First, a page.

Written and directed by Akhavan, the film centers on Shirin, a Persian bisexual young woman living in Brooklyn, New York, as she rebuilds her life after her breakup with her girlfriend.

Jamie Castro, Broad City

Source: Comedy Central

Played by: Arturo Castro

Jamie, a fashionable 20-something and sometimes weed dealer, is Ilana's fashionable, gay, Latino roommate.

Agustín Lanuez, Looking

Source: HBO

Played by: Frankie J. Alvarez

Agustín comes from an affluent Cuban-American background. He's introduced as an artist's assistant unsure of his own artistic talent and confused about his monogamous relationship with his boyfriend.

Ricardo "Richie" Donado Ventura, Looking

Source: HBO

Played by: Raúl Castillo

A barber in San Francisco who also works the door at a gay bar, Richie is one of protagonist Patrick's (Jonathan Groff) romantic interests. In the show's second season, we witness how Richie's openness about his sexuality is a point of contention with his Mexican-American family.

Renee Montoya, Gotham

Source: Fox

Played by: Victoria Cartagena

Montoya, a detective, works at the Major Crimes Unit of the Gotham City Police Department and is the former girlfriend of Det. James Gordon's fiancée Barbara Kean.

Oliver Hampton, How to Get Away with Murder

Source: Tumblr

Played by: Conrad Ricamora

An IT specialist, Oliver begins a fling with Connor (Jack Falahee), one of the central characters of this ABC show, out of mere opportunism. It evolves into a serious relationship over the course of the show's first season.

Dr. Luisa Alver, Jane the Virgin

Source: The CW

Played by: Yara Martinez

Alver is an OB-GYN whose preoccupation with her wife's extramarital affair led to Jane's virginal pregnancy in the CW's telenovela adaptation.

Paul Narita, Days of Our Lives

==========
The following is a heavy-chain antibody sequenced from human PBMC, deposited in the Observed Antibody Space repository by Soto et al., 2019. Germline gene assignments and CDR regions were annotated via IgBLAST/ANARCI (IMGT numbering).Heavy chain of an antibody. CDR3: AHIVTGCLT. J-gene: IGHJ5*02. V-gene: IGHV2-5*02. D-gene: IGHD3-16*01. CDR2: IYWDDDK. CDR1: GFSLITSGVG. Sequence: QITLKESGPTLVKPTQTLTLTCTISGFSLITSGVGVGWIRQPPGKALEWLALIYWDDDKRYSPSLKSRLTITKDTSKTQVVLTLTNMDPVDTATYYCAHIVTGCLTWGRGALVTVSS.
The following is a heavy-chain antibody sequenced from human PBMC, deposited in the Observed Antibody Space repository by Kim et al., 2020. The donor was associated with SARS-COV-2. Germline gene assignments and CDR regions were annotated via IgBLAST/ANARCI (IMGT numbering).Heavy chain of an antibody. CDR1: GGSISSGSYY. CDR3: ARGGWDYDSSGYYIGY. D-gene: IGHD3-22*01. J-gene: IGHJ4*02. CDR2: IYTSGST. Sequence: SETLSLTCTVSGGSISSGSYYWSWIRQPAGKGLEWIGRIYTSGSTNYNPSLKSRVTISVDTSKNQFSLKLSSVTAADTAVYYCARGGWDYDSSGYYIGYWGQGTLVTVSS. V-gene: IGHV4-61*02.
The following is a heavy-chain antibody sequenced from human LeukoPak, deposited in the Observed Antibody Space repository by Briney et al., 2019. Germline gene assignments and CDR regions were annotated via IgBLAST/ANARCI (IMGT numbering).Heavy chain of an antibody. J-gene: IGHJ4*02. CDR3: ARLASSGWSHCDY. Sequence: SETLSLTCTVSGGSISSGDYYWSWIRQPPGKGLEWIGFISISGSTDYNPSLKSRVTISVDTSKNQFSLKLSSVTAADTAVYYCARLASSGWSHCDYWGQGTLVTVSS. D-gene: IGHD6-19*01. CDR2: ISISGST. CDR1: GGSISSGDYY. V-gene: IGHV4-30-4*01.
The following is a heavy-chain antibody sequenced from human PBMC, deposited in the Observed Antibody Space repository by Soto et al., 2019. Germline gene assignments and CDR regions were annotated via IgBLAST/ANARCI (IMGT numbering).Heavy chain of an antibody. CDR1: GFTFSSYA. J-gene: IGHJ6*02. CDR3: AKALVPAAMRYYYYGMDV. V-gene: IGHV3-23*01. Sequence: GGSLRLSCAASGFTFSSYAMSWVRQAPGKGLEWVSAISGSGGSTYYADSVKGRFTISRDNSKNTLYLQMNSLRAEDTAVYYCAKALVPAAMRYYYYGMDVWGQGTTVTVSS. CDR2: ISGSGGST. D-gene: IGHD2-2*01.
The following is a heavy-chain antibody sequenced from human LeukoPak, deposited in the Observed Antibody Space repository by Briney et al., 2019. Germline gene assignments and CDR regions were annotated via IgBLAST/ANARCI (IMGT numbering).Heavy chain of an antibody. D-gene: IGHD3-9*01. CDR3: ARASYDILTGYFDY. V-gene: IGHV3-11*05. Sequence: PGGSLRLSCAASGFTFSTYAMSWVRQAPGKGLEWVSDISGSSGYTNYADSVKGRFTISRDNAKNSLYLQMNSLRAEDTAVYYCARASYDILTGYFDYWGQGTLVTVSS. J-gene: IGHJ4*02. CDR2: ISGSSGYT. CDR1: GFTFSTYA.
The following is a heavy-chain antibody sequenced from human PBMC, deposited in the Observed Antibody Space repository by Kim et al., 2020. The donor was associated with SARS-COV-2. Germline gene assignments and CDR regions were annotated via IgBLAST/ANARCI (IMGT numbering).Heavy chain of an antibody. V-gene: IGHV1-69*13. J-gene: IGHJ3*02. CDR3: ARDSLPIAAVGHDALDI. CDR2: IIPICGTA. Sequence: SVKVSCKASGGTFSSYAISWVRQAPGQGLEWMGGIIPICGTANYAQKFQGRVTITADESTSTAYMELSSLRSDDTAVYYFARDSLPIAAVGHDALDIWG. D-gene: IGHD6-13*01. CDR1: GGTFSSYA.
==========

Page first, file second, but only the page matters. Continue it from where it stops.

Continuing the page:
Source: NBC

Played by: Christopher Sean

A recent addition to the popular NBC soap opera, Paul is a professional baseball player. He's the ex-boyfriend of married man and series regular Sonny Kiriakis.

Capt. David Singh, The Flash

Source: The CW

Played by: Patrick Sabongui

Singh is an out, married police captain of the Central Police Department in the CW's superhero show.

Titus Andromedon, Unbreakable Kimmy Schmidt

Source: Tumblr

Played by: Tituss Burgess

Tina Fey created Kimmy's roommate, flamboyant Broadway-wannabe star Titus, with Burgess in mind. The actor was nominated for an Emmy for his portrayal in Netflix's hit comedy.

Jamal Lyon, Empire

Source: Fox

Played by: Jussie Smollett

Jamal is the middle son of hip-hop mogul Lucious and his ex-wife Cookie. He struggles with his father's disapproval of his homosexuality while trying to break through as a successful R&B singer and songwriter.

Bessie Smith, Bessie

Source: HBO

Played by: Queen Latifah

In Dee Rees' HBO film about the blues singer's life, we see Bessie's love affair with Lucille (Tika Sumpter), a composite character based on several of Smith's various girlfriends. Latifah is nominated for an Emmy for this role.

Amanita, Sense8

Source: Netflix

Played by: Freema?Agyeman

Amanita is the girlfriend of Nomi (Jamie Clayton), a trans woman and lesbian, who is one of the main "sensates" in Netflix's globe-spanning sci-fi show.

Sin-Dee Rella and Alexandra, Tangerine

Source: Mic/YouTube

Played by: Kitana Kiki Rodriguez and Mya Taylor

After getting out of prison and learning that her boyfriend (and pimp) has been cheating on her, Sin-Dee and her best friend Alexandra set out to hunt him down in this trans buddy dramedy.

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Manuel Betancourt

Manuel is a NYC-based writer interested in all things media and pop culture. He's a regular contributor to The Film Experience, Remezcla, Slant Magazine, and his work has been featured in Film Comment, Model View Culture, and PopMatters. He also has a PhD but hates bragging about it. www.mbetancourt.com